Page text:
Not so long ago if people knew they were about to be coming into some money yet they needed to pay a bill right now, they could do what is known as “floating” a check. This involves writing a check when there actually isn’t enough money to cover the balance, at least at the time that it is written. Since it normally took the bank a couple of business days to process the funds, most floaters never got into any trouble because their money would be able to go through in time. Of course this meant that they were intentionally writing a check that didn’t have adequate funds before the check cleared the bank and they would deposit the appropriate amount to cover the check. However, things have changed and this little trick is now much riskier with the passage of the Clearing for the 21st Century Act, also known as Check 21. Established in 2004 this legislation allows banks to use a substitute check in the process of clearing the checks they received.

What is a substitute check? It is simply a printed or electronic copy of a check that can be used instead of a real check when it comes to clearing. Through the substitute check banks are able to debit funds immediately, in some cases right when the check is received. The substitute check is an electronic copy of the actual check. The purpose is to use this check to process the check faster. Prior to the passage of Check 21, your check was cleared the old fashioned way with the original being transported to the regional bank and then to the customer’s bank for clearing. The concept of the substitute check being used for rapid clearing is also used by merchants, who can make sure real funds are used at the time merchandise is purchased. Sometimes the merchant may not even keep the check, even if the funds are legitimately there. They simply give it back to their customer so they can have it for their own personal financial records.

So, what happens now if a person still tries to float a check? Sometimes they may get away with it, but it’s not because of the bank. If there is a delay in processing it’s only because the receiver of the check has not yet deposited it into their accounts. And oddly enough even big companies may take a few days before they actually deposit the check. However, check writers should not rely on that, since there’s really no way of knowing when an individual or an enterprise will finally do what is necessary to get that check into their own account.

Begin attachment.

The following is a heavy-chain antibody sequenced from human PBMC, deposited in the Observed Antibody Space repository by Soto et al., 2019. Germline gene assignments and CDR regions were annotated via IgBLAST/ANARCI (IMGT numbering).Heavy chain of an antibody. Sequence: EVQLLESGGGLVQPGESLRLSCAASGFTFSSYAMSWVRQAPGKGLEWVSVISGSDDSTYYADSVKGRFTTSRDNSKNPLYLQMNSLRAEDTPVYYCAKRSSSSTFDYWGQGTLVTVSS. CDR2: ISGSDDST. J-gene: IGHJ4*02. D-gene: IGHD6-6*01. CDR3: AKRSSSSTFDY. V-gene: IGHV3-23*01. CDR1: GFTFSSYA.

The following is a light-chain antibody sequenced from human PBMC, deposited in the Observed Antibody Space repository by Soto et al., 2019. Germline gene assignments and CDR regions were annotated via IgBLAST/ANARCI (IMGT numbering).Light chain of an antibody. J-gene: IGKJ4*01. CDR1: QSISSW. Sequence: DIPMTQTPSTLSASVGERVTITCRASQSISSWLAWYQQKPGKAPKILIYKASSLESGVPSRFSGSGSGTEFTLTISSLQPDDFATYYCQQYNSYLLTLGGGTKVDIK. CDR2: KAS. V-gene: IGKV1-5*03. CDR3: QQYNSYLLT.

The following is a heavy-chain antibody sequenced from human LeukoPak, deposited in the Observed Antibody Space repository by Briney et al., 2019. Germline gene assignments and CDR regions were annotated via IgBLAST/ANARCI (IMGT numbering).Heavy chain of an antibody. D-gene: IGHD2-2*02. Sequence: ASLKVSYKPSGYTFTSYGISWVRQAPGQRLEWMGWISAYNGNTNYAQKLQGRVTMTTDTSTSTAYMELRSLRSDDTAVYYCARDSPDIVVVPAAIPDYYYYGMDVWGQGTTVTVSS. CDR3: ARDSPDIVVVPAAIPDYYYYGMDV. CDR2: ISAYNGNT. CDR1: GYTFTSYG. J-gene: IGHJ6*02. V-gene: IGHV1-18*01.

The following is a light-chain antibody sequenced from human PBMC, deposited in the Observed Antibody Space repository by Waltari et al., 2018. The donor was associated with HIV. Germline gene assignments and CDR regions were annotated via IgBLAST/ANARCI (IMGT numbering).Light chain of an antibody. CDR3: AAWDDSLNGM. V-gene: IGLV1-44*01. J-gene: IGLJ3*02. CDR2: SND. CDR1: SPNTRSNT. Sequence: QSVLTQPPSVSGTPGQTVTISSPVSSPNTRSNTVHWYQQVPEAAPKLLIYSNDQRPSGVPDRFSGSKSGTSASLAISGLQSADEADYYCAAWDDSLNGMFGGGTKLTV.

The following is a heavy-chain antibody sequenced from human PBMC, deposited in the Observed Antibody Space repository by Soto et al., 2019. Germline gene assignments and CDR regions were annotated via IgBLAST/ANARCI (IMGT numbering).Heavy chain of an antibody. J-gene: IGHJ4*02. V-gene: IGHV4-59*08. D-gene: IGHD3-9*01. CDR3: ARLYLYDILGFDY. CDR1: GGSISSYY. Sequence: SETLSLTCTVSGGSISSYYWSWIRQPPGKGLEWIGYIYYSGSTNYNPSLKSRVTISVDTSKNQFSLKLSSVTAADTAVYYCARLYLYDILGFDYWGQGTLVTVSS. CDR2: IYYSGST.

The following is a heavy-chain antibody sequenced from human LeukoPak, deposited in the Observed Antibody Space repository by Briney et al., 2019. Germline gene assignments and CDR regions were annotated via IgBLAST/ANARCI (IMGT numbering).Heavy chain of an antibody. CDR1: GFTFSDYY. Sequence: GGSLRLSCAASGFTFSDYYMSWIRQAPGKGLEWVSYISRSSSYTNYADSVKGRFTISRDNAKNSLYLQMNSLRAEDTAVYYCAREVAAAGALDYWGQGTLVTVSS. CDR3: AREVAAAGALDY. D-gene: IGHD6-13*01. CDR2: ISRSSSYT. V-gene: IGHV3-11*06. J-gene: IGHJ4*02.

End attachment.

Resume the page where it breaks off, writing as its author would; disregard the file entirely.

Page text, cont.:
If a person does float a check and the funds do not come in time, several things can happen. First, the bank can charge overdraft fees on each check that bounces. Although most overdraft fees will be less than $50, it’s still money that could’ve been used for something else such as a grocery bill or a credit card bill. And even small amounts can add up to larger amounts that get very hard to pay.

However, overdraft fees are the least of people’s problems, since they hit only once the check goes through. There will be ramifications from the recipient of the check, who expected the funds to be in place. The bank and the recipient of the check will now add fees and expenses for their cost involved. If the matter is not settled quickly this may very well cause damage to your credit rating. The repercussions can carry dire consequences both financially and legally for the person affected. At worst the original payee will sue to get a judgment forcing the account holder on the bad check to pay what they owe. And, if the bank has a cause for check fraud, a person could actually go to jail.

All in all, when it comes to floating a check it is best that a person doesn’t do it. If a purchase is that urgent it is better to use a credit card, since the whole concept behind that form of payment is to be able to send funds later. Additionally, a person should not expect their overdraft protection to cover their fees since each time this is used, a fee is charged. Most of all a person needs to learn in advance how to properly budget their money so these types of things don’t happen.

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